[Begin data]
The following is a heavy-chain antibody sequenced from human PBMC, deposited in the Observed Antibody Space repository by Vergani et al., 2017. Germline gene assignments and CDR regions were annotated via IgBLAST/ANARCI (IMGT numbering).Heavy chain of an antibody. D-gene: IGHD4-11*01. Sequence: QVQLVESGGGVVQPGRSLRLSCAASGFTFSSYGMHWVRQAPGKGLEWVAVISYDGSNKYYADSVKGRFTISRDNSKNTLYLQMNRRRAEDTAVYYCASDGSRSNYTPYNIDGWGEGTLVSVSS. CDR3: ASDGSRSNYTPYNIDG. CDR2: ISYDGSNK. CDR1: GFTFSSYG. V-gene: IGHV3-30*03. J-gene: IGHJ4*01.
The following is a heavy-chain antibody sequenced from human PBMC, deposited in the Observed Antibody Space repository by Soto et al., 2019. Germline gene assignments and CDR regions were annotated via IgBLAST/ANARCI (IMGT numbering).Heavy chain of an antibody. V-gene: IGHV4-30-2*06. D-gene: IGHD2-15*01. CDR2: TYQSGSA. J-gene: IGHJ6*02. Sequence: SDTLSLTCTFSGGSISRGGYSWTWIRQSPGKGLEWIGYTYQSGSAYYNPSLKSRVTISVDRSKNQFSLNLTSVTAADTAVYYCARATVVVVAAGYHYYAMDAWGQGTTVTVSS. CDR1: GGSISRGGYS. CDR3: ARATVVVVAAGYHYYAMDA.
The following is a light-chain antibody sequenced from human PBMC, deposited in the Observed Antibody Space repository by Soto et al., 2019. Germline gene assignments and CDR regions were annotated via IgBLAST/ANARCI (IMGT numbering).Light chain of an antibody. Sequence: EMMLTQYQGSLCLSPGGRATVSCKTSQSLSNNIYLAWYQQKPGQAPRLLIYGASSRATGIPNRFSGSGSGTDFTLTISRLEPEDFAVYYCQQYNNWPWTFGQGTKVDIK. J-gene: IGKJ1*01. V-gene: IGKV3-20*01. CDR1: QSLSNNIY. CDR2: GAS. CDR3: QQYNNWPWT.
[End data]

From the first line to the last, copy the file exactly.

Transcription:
The following is a heavy-chain antibody sequenced from human PBMC, deposited in the Observed Antibody Space repository by Vergani et al., 2017. Germline gene assignments and CDR regions were annotated via IgBLAST/ANARCI (IMGT numbering).Heavy chain of an antibody. D-gene: IGHD4-11*01. Sequence: QVQLVESGGGVVQPGRSLRLSCAASGFTFSSYGMHWVRQAPGKGLEWVAVISYDGSNKYYADSVKGRFTISRDNSKNTLYLQMNRRRAEDTAVYYCASDGSRSNYTPYNIDGWGEGTLVSVSS. CDR3: ASDGSRSNYTPYNIDG. CDR2: ISYDGSNK. CDR1: GFTFSSYG. V-gene: IGHV3-30*03. J-gene: IGHJ4*01.
The following is a heavy-chain antibody sequenced from human PBMC, deposited in the Observed Antibody Space repository by Soto et al., 2019. Germline gene assignments and CDR regions were annotated via IgBLAST/ANARCI (IMGT numbering).Heavy chain of an antibody. V-gene: IGHV4-30-2*06. D-gene: IGHD2-15*01. CDR2: TYQSGSA. J-gene: IGHJ6*02. Sequence: SDTLSLTCTFSGGSISRGGYSWTWIRQSPGKGLEWIGYTYQSGSAYYNPSLKSRVTISVDRSKNQFSLNLTSVTAADTAVYYCARATVVVVAAGYHYYAMDAWGQGTTVTVSS. CDR1: GGSISRGGYS. CDR3: ARATVVVVAAGYHYYAMDA.
The following is a light-chain antibody sequenced from human PBMC, deposited in the Observed Antibody Space repository by Soto et al., 2019. Germline gene assignments and CDR regions were annotated via IgBLAST/ANARCI (IMGT numbering).Light chain of an antibody. Sequence: EMMLTQYQGSLCLSPGGRATVSCKTSQSLSNNIYLAWYQQKPGQAPRLLIYGASSRATGIPNRFSGSGSGTDFTLTISRLEPEDFAVYYCQQYNNWPWTFGQGTKVDIK. J-gene: IGKJ1*01. V-gene: IGKV3-20*01. CDR1: QSLSNNIY. CDR2: GAS. CDR3: QQYNNWPWT.